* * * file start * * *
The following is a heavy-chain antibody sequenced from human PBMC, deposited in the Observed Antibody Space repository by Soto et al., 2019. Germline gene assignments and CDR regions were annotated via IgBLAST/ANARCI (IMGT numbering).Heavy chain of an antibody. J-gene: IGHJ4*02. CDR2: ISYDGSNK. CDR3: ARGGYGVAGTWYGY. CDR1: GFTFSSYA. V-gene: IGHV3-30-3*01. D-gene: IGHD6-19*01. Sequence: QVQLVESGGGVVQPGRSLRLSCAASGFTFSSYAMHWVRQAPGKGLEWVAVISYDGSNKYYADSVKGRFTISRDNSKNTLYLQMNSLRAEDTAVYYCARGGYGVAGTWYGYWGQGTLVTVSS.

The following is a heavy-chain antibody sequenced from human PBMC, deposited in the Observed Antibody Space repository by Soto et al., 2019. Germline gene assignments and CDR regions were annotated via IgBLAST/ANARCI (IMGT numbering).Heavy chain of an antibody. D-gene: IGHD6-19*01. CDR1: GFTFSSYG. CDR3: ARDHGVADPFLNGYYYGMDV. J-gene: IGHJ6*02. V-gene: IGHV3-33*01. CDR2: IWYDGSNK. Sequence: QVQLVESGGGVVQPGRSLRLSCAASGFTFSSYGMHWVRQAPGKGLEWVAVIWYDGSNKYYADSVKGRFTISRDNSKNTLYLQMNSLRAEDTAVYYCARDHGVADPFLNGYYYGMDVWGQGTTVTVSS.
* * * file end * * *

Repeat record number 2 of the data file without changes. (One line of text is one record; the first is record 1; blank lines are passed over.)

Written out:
The following is a heavy-chain antibody sequenced from human PBMC, deposited in the Observed Antibody Space repository by Soto et al., 2019. Germline gene assignments and CDR regions were annotated via IgBLAST/ANARCI (IMGT numbering).Heavy chain of an antibody. D-gene: IGHD6-19*01. CDR1: GFTFSSYG. CDR3: ARDHGVADPFLNGYYYGMDV. J-gene: IGHJ6*02. V-gene: IGHV3-33*01. CDR2: IWYDGSNK. Sequence: QVQLVESGGGVVQPGRSLRLSCAASGFTFSSYGMHWVRQAPGKGLEWVAVIWYDGSNKYYADSVKGRFTISRDNSKNTLYLQMNSLRAEDTAVYYCARDHGVADPFLNGYYYGMDVWGQGTTVTVSS.